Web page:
Single-Molecule Studies of DNA Base Excision Repair
- Investigator: Zucai Suo, PhD, College of Arts and Sciences (Chemistry and Biochemistry)
In this basic science study, researchers will seek to better understand the role of a specific DNA damage repair pathway -- DNA base excision repair (BER) -- in cancer development and progression. The team will conduct laboratory studies aimed at understanding the molecular mechanisms behind the cellular functions of BER and the cascade of events that lead to cancer development. Knowledge gleaned from this study could help scientists develop new targets for cancer treatment.
About the OSUCCC – James
The Ohio State University Comprehensive Cancer Center – Arthur G. James Cancer Hospital and Richard J. Solove Research Institute strives to create a cancer-free world by integrating scientific research with excellence in education and patient-centered care, a strategy that leads to better methods of prevention, detection and treatment. Ohio State is one of only 47 National Cancer Institute (NCI)-designated Comprehensive Cancer Centers and one of only a few centers funded by the NCI to conduct both phase I and phase II clinical trials on novel anticancer drugs sponsored by the NCI. As the cancer program’s 308-bed adult patient-care component, The James is one of the top cancer hospitals in the nation as ranked by U.S. News & World Report and has achieved Magnet designation, the highest honor an organization can receive for quality patient care and professional nursing practice. At 21 floors and with more than 1.1 million square feet, The James is a transformational facility that fosters collaboration and integration of cancer research and clinical cancer care.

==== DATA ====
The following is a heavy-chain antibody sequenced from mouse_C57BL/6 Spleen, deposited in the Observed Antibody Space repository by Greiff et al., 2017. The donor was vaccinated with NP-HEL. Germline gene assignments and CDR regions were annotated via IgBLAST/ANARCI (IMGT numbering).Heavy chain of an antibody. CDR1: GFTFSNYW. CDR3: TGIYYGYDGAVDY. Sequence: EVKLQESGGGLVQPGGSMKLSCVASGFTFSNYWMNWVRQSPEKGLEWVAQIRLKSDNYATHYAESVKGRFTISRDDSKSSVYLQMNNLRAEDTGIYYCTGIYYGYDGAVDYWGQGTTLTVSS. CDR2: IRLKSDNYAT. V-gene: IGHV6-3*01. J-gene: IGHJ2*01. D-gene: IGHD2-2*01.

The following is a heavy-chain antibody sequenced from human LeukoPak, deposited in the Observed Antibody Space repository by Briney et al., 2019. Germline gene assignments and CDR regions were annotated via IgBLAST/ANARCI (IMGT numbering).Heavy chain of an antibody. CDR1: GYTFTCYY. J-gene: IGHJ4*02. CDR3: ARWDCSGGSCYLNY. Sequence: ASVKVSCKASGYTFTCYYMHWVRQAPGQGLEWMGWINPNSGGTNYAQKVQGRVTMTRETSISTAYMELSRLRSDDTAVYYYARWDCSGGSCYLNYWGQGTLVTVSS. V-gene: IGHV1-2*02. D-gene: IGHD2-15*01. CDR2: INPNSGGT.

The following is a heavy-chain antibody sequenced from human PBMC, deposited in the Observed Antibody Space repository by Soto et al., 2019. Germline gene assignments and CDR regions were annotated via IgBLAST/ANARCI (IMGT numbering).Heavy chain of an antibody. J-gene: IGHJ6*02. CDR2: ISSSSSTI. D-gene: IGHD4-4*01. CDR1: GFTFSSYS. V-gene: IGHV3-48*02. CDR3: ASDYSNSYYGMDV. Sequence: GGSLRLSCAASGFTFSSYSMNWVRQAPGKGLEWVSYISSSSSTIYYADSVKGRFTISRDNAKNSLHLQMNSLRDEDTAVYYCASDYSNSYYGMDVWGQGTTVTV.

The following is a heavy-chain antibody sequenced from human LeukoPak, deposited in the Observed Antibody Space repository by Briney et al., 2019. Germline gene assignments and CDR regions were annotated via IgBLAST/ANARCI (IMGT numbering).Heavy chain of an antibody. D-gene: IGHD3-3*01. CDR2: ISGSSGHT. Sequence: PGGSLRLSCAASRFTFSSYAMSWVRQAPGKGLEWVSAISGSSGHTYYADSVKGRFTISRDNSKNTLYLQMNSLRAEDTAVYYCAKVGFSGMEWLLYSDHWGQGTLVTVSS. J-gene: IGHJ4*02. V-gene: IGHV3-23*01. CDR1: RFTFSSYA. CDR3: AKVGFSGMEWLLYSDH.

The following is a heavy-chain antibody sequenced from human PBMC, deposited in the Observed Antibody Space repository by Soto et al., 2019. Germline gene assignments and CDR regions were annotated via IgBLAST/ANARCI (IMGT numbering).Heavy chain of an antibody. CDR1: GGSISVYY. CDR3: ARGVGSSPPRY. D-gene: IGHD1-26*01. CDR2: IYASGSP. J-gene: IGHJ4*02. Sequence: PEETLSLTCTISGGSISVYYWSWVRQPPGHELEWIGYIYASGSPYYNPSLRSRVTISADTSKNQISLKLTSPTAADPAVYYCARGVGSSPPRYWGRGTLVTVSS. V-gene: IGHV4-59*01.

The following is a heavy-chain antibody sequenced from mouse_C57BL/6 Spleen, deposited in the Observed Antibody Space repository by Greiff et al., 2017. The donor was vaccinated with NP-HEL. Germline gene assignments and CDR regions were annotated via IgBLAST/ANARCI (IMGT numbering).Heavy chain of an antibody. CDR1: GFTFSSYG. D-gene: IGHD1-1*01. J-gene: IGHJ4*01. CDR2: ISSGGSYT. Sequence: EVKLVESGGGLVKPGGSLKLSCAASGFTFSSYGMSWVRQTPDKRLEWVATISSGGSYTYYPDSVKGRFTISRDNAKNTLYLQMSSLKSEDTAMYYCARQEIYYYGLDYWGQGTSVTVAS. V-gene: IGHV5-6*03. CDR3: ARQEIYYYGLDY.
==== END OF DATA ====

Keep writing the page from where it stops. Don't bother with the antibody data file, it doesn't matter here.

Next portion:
Amanda J. Harper
OSUCCC – James Media Relations